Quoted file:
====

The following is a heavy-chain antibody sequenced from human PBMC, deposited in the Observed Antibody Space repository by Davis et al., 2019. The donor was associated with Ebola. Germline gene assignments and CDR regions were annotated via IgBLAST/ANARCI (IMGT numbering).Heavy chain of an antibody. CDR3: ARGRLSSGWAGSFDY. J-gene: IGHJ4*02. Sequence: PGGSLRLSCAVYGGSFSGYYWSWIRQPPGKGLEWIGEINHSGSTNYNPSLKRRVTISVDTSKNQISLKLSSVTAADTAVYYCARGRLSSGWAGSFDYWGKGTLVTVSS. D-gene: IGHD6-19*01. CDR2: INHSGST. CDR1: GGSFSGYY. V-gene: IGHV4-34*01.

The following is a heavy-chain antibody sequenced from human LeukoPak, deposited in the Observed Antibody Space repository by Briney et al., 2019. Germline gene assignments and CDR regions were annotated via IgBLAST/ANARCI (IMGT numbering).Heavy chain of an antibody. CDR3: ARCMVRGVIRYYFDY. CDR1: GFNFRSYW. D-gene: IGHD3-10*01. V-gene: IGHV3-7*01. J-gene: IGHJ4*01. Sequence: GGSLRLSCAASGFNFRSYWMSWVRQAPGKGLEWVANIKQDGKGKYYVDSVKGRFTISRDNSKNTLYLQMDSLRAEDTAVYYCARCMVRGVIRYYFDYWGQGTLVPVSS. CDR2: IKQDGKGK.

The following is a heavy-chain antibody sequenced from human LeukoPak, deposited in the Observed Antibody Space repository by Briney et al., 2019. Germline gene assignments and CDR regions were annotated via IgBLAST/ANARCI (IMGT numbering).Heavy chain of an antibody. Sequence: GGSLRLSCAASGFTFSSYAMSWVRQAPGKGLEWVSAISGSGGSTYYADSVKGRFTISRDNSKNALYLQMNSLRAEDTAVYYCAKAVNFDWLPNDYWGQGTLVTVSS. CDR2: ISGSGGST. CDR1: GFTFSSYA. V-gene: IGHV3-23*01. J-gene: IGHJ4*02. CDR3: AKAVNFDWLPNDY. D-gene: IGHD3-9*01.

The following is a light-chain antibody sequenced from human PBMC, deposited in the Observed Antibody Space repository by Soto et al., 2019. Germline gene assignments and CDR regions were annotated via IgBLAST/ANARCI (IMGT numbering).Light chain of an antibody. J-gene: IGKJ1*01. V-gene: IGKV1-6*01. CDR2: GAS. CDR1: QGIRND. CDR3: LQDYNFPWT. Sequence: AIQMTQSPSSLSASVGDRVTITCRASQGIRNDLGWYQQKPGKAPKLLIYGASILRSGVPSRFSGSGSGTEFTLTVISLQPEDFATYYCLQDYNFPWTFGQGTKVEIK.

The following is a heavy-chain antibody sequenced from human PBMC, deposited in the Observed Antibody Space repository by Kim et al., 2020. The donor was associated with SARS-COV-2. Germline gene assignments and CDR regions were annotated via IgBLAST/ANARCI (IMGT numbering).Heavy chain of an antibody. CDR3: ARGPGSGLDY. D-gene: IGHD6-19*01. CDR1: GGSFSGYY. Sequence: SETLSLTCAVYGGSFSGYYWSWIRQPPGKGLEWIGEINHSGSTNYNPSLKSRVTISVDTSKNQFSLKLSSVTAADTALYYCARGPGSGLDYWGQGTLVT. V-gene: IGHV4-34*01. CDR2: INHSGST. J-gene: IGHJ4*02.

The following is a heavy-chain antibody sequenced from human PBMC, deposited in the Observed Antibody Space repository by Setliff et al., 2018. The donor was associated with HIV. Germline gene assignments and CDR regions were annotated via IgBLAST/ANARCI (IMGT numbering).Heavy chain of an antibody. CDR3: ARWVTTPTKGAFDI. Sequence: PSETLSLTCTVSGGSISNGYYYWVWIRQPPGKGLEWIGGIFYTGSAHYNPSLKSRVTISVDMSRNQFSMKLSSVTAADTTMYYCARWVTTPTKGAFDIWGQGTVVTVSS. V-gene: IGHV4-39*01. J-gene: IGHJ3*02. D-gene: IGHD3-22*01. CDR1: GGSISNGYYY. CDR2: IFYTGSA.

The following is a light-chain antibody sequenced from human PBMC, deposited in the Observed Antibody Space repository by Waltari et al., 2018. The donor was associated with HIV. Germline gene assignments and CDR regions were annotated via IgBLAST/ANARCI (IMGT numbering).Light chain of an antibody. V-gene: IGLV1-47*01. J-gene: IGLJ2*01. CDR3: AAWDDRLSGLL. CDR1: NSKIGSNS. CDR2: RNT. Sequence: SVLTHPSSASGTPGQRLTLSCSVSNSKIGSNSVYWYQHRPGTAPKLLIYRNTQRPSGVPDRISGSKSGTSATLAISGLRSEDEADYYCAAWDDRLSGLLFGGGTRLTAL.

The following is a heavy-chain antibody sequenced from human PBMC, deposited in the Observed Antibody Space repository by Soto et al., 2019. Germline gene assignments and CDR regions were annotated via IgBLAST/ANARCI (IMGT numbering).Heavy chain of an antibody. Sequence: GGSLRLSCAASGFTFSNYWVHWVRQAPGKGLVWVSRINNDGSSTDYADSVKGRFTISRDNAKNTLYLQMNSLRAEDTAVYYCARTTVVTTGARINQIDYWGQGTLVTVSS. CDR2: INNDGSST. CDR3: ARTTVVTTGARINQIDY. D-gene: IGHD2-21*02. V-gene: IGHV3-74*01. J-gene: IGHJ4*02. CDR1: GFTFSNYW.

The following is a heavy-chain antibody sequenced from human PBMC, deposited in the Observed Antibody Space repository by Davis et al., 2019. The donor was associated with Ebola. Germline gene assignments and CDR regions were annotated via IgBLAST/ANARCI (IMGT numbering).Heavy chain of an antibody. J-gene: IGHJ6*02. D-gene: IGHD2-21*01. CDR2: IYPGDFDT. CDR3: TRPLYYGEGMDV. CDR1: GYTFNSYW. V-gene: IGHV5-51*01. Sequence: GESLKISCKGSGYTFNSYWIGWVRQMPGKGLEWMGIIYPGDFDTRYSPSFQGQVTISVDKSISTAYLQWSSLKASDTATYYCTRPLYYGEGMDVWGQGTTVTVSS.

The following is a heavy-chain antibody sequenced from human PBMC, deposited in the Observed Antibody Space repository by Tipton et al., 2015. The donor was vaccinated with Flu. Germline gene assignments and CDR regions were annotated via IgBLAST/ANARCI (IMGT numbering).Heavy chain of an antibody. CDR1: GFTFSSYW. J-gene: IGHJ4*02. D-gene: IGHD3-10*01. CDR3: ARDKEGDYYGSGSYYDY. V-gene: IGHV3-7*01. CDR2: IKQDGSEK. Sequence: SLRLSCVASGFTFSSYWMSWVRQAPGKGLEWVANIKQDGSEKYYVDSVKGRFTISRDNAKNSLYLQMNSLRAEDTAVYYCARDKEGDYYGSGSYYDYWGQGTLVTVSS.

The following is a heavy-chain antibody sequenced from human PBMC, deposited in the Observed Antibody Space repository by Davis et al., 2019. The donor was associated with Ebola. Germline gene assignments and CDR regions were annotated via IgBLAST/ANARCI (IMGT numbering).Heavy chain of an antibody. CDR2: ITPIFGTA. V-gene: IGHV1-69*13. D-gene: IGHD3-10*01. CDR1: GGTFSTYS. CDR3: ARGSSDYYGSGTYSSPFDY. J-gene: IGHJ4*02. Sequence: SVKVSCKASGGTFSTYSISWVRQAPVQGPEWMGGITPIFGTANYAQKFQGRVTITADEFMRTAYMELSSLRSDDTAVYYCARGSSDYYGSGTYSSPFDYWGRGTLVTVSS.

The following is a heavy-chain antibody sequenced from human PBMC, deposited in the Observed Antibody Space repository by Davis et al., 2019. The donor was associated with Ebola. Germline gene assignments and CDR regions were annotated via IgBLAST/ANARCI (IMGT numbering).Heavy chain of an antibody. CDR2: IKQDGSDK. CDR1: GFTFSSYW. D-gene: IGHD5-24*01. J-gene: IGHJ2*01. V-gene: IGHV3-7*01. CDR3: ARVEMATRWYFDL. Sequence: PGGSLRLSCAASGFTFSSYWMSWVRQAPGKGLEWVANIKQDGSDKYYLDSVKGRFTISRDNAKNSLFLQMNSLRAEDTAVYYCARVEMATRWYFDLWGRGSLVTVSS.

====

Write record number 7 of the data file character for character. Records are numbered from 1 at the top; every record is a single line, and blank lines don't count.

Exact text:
The following is a light-chain antibody sequenced from human PBMC, deposited in the Observed Antibody Space repository by Waltari et al., 2018. The donor was associated with HIV. Germline gene assignments and CDR regions were annotated via IgBLAST/ANARCI (IMGT numbering).Light chain of an antibody. V-gene: IGLV1-47*01. J-gene: IGLJ2*01. CDR3: AAWDDRLSGLL. CDR1: NSKIGSNS. CDR2: RNT. Sequence: SVLTHPSSASGTPGQRLTLSCSVSNSKIGSNSVYWYQHRPGTAPKLLIYRNTQRPSGVPDRISGSKSGTSATLAISGLRSEDEADYYCAAWDDRLSGLLFGGGTRLTAL.